Regional Gardening Reports :: National Gardening Association

In the Garden:
Southwestern Deserts
November, 2006
Regional Report

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This lush passionflower vine attracts the Gulf fritillary butterfly.

Larval Food Plants for Butterfly Gardens

"Worms are devouring my butterfly garden," is a lament I periodically hear from a new gardener. Rather than cause for concern, it usually means that the plants are performing exactly as planned! Adult butterflies lay eggs on so-called host or larval food plants so that tiny caterpillars can start chomping on the foliage as soon as they hatch.

And they sure do chomp, buzz-sawing through foliage to fuel their fast growth rate. They typically have just a few weeks to prepare to pupate, which isn't long considering they have to change body types. I say, let them eat leaves! If a plant is otherwise healthy with an established root system, it can withstand some harvesting of its foliage. And, even if it doesn't recover, does it matter? After all, we planted a butterfly garden, right? If you are worried about a plant's survival, you can remove some caterpillars by handpicking. Also, birds will usually spot them fairly quickly, reducing their numbers drastically.

The sure-fire way to attract butterflies to your garden is to include both larval food plants and flowering plants for the adults. Butterflies use a long tongue-like proboscis to obtain nectar from flowers. They like wide, flat blooms that act as landing pads, but aren't limited by that and will seek nutrients from a wide variety of flowers. Most butterfly species are far pickier about plants that provide food for the larvae, depositing eggs on just one or two plant types. If you want to attract a particular butterfly species, the odds improve if you add its preferred larval host to your garden or landscape. Below are Southwestern native (except citrus) larval plants for butterfly species seen around the region.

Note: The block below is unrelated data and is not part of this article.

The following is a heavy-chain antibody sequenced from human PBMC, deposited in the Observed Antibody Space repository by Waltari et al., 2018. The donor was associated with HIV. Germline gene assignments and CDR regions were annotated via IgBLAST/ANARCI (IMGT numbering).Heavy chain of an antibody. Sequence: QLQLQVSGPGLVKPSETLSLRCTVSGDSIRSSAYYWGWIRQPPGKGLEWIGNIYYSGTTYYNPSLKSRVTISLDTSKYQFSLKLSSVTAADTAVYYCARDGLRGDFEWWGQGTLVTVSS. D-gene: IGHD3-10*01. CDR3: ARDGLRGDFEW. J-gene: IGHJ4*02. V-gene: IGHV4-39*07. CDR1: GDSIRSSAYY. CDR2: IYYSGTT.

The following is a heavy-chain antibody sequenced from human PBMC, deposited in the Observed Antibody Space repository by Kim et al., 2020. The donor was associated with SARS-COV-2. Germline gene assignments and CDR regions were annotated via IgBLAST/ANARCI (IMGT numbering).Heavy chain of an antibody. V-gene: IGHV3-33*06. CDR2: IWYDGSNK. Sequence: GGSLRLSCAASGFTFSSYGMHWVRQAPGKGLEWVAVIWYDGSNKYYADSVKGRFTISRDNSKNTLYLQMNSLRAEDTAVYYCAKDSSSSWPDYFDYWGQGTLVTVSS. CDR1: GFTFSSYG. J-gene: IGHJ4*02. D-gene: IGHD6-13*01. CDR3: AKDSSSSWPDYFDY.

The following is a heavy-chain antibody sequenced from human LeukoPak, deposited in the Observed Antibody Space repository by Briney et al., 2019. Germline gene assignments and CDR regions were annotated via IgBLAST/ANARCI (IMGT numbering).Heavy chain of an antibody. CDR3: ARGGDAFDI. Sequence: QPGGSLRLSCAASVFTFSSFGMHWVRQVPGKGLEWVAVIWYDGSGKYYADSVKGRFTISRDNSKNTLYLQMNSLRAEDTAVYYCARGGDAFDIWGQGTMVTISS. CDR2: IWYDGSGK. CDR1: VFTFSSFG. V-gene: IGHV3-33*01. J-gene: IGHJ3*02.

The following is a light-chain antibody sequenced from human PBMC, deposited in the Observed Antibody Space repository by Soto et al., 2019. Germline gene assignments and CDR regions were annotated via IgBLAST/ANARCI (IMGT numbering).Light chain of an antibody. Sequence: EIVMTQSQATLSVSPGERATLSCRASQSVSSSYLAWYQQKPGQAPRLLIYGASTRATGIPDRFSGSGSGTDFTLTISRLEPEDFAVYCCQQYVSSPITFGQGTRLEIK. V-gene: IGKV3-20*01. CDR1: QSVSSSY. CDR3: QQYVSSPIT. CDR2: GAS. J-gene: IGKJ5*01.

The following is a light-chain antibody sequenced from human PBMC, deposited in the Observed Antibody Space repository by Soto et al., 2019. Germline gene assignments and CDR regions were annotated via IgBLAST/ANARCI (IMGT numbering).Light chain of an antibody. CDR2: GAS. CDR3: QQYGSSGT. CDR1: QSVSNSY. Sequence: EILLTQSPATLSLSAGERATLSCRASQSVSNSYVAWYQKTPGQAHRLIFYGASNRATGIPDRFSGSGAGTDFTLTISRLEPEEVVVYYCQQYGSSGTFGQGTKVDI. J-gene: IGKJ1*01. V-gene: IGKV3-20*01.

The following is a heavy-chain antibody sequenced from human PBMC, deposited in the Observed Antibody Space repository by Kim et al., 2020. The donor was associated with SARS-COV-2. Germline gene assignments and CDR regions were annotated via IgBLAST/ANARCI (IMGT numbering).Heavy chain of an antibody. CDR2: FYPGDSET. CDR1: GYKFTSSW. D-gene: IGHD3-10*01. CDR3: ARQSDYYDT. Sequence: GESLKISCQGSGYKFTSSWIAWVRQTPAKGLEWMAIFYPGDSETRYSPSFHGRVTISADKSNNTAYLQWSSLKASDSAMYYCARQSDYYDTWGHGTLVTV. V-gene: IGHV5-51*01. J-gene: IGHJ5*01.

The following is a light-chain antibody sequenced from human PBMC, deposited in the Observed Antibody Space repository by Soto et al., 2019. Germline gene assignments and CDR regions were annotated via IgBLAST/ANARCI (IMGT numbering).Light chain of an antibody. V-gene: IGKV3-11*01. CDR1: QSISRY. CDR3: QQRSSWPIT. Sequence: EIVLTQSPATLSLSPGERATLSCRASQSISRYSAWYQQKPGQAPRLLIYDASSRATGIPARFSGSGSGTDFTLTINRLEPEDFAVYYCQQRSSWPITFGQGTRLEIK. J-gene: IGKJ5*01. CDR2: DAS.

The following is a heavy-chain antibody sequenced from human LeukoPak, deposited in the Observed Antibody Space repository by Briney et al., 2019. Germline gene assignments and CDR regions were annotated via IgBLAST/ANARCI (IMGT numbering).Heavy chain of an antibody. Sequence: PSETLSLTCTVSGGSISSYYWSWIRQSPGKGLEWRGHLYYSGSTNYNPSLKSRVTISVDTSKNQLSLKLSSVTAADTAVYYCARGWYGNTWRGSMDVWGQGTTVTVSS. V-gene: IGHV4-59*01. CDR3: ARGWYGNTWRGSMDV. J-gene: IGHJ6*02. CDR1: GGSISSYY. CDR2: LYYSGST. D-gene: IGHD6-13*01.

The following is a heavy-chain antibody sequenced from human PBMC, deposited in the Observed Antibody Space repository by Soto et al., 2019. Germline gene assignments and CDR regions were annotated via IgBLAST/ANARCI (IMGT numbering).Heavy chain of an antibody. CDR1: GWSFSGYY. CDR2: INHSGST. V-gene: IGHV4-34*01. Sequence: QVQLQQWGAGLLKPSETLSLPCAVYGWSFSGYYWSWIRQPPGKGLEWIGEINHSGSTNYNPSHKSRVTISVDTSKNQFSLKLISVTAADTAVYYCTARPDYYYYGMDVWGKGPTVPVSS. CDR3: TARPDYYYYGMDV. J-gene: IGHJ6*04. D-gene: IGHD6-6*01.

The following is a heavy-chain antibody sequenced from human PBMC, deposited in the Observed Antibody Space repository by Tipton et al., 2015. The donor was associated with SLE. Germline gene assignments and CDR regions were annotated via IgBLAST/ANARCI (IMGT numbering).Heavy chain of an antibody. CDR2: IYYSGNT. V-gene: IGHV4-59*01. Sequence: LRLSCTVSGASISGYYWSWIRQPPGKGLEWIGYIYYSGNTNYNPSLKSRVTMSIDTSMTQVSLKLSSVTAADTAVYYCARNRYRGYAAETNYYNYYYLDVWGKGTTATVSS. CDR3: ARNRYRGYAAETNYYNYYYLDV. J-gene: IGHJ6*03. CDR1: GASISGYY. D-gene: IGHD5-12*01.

Butterfly Larval Food Plants
Pipevine Swallowtail: pipevine (Aristolochia watsoni)

Giant Swallowtail: citrus and hoptree (Ptelea trifoliata). Citrus is frost-tender so suitable for low-desert landscapes only. Higher elevation gardeners could try growing a dwarf variety in a pot and bringing it indoors when temperatures drop. Hoptree is native to high elevations in pinyon-juniper woodlands and ponderosa forests.

Sleepy Orange Sulphur and Cloudless Sulphur: desert senna (Senna covesii); This drought-tolerant native perennial self-sows readily in low-desert landscapes.

Leda Ministreak, Ceraunus Blue, Palmer's Metalmark: mesquite (Prosopis spp.) Honey mesquite (P. glandulosa) has thornless selections that make lovely shade canopies for low-desert xeriscapes.

Gulf Fritillary: passionflower vines (Passiflora spp.); Passiflora foetida is native to Baja California and features an exotic-looking lavender and white flower.

Sagebrush Checkerspot: rabbitbrush/false goldenrod (Chrysothamnus nauseosus), a shrub that covers mid- to high-elevation range and roadsides with yellow flowers from late summer to fall.

Common Buckeye: more options than most. Try speedwell, plantain, and monkey flowers (Mimulus spp.). Natural habitat for Mimulus bigelovii is sandy, dry washes in low desert; M. cardinalis is found at mid and high elevations near moisture, such as seeps and streams.

California Sister: oaks (Quercus spp.); Gambel's oak (Q. gambelii) grows in high-elevation woodlands.

Monarch and Queen: milkweeds. Asclepias linaria and A. subulata perform well in low- to mid-level deserts; A. tuberosa is better at mid- to high-level elevations.

Arizona Powdered Skipper and Texas Powdered Skipper: mallow family (many choices); Superstition mallow (Abutilon palmeri) is an extremely drought-tolerant shrub with heart-shaped leaves that feel like velvet. Wildflower globe mallow (Sphaeralcea ambigua) is extremely drought tolerant, self-sows, and is available in orange, cherry, pink, rose, white, and lavender.

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